- Tell the person when you need to end the conversation or when you move.
Does using shorter sentences and smaller words make a political candidate more attractive to voters? According to a study by two college researchers, it makes candidates more successful in getting their messages across to voters. Mary-Ann Leon and T. Harrell Allen of California State Polytechnic University studied the speeches of President Bush and Michael Dukakis during their two 1988 debates: They found: Bush’s remarks scored at the 8th grade level….making them clear to more than two-thirds of the audience. Dukakis tested at the 10th and 12thgrade levels….comprehensible to less than 50 percent of Americans. The difference: Dukakis used longer, more complex sentences and words than Bush did.
- Weekly chart. Map out a schedule each week, with specific times allotted for school, homework, work, chores, extracurricular activities, television, dating and going out with friends.
- Permanent work space. By mid-elementary age, your child should have his own palace for studying.
- Organized notebooks.
- Regular homework time
- Positive social interaction with adults and peers
- Creative expression
- Structure and clear limits to physical activity
- Meaningful participation in families and learning programs
- Opportunities for self definition
- Competence and achievement
We don’t know where we got this wonderful reminder….but it is something we wish we could remember when pressures get too great.
Relieve stress by understanding which brain hemisphere is stressed. If you feel depressed or emotionally overwrought, your stress is in the right hemisphere….the creative, emotional, holistic side.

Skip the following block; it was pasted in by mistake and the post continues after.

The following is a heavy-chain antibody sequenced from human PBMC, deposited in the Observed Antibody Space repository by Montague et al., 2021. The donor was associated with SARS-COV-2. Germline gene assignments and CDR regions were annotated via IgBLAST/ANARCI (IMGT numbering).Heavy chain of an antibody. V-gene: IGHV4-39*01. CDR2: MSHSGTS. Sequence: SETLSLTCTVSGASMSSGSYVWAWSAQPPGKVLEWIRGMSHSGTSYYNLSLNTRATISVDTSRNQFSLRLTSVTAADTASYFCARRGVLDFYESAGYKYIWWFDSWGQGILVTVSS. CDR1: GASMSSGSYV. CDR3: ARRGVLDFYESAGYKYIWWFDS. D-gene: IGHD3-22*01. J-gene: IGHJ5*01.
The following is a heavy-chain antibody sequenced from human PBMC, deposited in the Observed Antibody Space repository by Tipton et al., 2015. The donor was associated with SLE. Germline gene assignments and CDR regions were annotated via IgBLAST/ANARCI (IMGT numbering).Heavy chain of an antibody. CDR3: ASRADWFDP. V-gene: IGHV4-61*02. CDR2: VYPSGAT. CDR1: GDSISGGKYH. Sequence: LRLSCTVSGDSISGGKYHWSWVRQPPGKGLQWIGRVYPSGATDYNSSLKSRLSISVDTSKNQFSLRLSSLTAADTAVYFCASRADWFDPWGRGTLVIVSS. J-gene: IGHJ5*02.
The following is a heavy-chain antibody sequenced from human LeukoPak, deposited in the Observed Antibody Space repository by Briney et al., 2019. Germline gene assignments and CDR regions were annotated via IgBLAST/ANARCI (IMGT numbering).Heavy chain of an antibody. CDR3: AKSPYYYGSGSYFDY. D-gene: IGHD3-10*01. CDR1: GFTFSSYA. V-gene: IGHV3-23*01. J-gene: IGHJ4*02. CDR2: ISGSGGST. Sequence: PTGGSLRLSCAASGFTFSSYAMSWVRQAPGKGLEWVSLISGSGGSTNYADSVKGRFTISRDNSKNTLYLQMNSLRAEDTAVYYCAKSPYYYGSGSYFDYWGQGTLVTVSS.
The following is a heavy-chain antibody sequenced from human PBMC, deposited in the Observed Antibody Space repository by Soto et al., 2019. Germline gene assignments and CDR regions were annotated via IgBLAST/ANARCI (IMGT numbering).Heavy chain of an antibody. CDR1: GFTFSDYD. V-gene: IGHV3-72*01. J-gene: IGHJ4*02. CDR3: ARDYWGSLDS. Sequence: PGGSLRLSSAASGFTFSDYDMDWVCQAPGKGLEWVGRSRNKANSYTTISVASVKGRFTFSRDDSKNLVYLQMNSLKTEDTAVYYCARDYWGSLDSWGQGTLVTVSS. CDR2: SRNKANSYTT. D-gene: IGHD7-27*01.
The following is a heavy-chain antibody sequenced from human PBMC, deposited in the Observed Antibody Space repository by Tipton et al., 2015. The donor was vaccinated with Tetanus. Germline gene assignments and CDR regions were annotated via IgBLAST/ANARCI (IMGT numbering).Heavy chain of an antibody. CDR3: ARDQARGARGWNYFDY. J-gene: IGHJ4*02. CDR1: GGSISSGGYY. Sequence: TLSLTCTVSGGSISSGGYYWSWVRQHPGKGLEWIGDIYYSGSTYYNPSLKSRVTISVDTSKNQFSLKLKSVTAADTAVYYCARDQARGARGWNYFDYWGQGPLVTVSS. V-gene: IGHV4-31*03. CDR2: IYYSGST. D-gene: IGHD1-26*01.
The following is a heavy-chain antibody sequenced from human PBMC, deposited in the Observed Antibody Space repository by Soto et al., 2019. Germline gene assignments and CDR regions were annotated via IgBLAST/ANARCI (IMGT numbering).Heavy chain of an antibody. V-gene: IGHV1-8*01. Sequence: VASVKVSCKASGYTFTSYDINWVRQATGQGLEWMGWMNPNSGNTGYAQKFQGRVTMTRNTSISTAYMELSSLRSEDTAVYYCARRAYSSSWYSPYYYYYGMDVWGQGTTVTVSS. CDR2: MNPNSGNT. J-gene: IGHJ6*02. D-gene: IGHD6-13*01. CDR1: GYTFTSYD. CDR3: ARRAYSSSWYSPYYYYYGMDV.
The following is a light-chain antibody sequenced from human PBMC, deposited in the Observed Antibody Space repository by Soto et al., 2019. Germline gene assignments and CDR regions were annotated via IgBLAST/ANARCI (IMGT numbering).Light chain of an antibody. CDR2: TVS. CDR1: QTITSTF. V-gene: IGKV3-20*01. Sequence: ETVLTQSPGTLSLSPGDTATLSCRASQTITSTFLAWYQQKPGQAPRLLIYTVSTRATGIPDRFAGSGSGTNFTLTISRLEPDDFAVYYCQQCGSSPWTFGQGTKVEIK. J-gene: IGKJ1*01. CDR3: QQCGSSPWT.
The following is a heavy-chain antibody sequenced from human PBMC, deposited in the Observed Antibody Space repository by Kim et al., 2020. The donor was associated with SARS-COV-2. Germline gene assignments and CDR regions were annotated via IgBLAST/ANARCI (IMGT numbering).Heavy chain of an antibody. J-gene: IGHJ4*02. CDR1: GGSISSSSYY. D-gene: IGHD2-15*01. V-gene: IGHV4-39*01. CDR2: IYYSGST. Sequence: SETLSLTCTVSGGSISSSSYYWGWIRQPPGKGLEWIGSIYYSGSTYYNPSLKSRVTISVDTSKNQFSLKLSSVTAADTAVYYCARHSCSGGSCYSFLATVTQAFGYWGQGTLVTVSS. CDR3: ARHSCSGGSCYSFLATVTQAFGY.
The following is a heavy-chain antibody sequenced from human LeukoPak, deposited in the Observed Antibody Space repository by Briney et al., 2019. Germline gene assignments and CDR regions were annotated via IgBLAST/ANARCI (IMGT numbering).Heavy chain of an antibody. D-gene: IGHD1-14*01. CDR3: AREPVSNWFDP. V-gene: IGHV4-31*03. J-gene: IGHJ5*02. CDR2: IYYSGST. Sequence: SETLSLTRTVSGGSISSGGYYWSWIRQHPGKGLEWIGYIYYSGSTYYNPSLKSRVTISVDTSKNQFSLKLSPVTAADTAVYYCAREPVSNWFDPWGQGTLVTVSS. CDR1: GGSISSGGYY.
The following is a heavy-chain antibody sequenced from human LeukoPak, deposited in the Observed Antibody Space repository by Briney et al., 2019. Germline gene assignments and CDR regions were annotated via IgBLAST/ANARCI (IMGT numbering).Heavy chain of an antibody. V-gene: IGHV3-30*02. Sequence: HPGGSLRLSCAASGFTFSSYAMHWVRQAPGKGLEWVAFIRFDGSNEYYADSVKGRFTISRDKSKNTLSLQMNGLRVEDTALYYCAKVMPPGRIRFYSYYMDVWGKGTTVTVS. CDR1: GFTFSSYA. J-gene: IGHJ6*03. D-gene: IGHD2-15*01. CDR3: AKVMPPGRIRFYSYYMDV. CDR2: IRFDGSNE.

What to do: Switch to your matter-of-fact left hemisphere by doing math, writing factual prose or organizing. The emotional right brain will calm down.
If you feel time-stressed and overburdened, the left hemisphere is involved. Switch to your right brain by singing or playing a sport.
With the beginning of school, comes another season of sports of all kinds for our youngsters. We have come to believe that competition is good for us. But research show that “offensive competition.” which involves aggressive gamesmanship, can be counterproductive. A study conducted at the University of Texas disclosed that people who were more concerned with winning than with performing well had lower levels of achievement. If you are competitive or your child is competitive, consider the following:
Keep in mind that competition is not the opposite of cooperation. Using cooperative strategies will often help one be more “competitive.”
Learn to believe in yourself. Do not strive to prove yourself in others’ eyes.
Accept that other people are needed to get ahead. A combination of healthy competition and cooperation can go a long way.
Keep an open mind to new ideas, information and feedback. Offensively competitive people often resist others’ suggestions.
Help others to achieve their goals.